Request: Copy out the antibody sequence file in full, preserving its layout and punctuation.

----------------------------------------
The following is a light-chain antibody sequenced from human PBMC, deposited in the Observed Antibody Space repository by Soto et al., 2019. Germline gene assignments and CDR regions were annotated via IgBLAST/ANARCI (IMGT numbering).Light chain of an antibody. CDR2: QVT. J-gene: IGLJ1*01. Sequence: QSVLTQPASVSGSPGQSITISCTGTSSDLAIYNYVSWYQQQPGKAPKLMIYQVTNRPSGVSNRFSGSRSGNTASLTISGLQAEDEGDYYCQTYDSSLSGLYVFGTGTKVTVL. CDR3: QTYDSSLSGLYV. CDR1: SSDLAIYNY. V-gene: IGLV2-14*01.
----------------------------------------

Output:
The following is a light-chain antibody sequenced from human PBMC, deposited in the Observed Antibody Space repository by Soto et al., 2019. Germline gene assignments and CDR regions were annotated via IgBLAST/ANARCI (IMGT numbering).Light chain of an antibody. CDR2: QVT. J-gene: IGLJ1*01. Sequence: QSVLTQPASVSGSPGQSITISCTGTSSDLAIYNYVSWYQQQPGKAPKLMIYQVTNRPSGVSNRFSGSRSGNTASLTISGLQAEDEGDYYCQTYDSSLSGLYVFGTGTKVTVL. CDR3: QTYDSSLSGLYV. CDR1: SSDLAIYNY. V-gene: IGLV2-14*01.